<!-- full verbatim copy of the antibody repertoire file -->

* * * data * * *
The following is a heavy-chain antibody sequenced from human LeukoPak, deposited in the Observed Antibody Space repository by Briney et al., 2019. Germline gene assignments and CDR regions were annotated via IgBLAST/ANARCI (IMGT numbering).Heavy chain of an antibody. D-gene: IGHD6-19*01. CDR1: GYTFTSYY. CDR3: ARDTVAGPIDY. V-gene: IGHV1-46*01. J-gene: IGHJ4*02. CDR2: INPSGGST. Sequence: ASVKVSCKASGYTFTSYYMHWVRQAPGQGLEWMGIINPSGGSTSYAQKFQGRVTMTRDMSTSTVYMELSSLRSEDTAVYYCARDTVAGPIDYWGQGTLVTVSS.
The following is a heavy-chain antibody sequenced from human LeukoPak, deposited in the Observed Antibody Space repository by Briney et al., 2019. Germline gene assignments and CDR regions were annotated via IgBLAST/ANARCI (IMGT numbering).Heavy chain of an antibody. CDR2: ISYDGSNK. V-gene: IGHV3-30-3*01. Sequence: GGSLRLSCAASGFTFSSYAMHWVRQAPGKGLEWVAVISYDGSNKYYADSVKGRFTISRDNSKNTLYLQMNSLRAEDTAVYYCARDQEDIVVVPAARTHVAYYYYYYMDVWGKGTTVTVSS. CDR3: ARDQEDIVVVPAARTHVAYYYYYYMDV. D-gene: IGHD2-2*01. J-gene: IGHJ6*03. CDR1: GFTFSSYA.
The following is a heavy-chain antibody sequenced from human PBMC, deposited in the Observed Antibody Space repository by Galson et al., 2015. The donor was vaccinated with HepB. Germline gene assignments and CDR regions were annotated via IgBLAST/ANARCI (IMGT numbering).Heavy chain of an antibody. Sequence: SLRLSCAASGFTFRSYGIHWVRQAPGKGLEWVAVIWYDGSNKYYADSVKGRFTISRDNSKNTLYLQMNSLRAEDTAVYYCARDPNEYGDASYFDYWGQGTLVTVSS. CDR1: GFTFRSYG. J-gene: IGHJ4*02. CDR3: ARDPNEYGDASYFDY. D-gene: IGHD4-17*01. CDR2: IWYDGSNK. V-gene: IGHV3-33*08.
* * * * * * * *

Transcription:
The following is a heavy-chain antibody sequenced from human LeukoPak, deposited in the Observed Antibody Space repository by Briney et al., 2019. Germline gene assignments and CDR regions were annotated via IgBLAST/ANARCI (IMGT numbering).Heavy chain of an antibody. D-gene: IGHD6-19*01. CDR1: GYTFTSYY. CDR3: ARDTVAGPIDY. V-gene: IGHV1-46*01. J-gene: IGHJ4*02. CDR2: INPSGGST. Sequence: ASVKVSCKASGYTFTSYYMHWVRQAPGQGLEWMGIINPSGGSTSYAQKFQGRVTMTRDMSTSTVYMELSSLRSEDTAVYYCARDTVAGPIDYWGQGTLVTVSS.
The following is a heavy-chain antibody sequenced from human LeukoPak, deposited in the Observed Antibody Space repository by Briney et al., 2019. Germline gene assignments and CDR regions were annotated via IgBLAST/ANARCI (IMGT numbering).Heavy chain of an antibody. CDR2: ISYDGSNK. V-gene: IGHV3-30-3*01. Sequence: GGSLRLSCAASGFTFSSYAMHWVRQAPGKGLEWVAVISYDGSNKYYADSVKGRFTISRDNSKNTLYLQMNSLRAEDTAVYYCARDQEDIVVVPAARTHVAYYYYYYMDVWGKGTTVTVSS. CDR3: ARDQEDIVVVPAARTHVAYYYYYYMDV. D-gene: IGHD2-2*01. J-gene: IGHJ6*03. CDR1: GFTFSSYA.
The following is a heavy-chain antibody sequenced from human PBMC, deposited in the Observed Antibody Space repository by Galson et al., 2015. The donor was vaccinated with HepB. Germline gene assignments and CDR regions were annotated via IgBLAST/ANARCI (IMGT numbering).Heavy chain of an antibody. Sequence: SLRLSCAASGFTFRSYGIHWVRQAPGKGLEWVAVIWYDGSNKYYADSVKGRFTISRDNSKNTLYLQMNSLRAEDTAVYYCARDPNEYGDASYFDYWGQGTLVTVSS. CDR1: GFTFRSYG. J-gene: IGHJ4*02. CDR3: ARDPNEYGDASYFDY. D-gene: IGHD4-17*01. CDR2: IWYDGSNK. V-gene: IGHV3-33*08.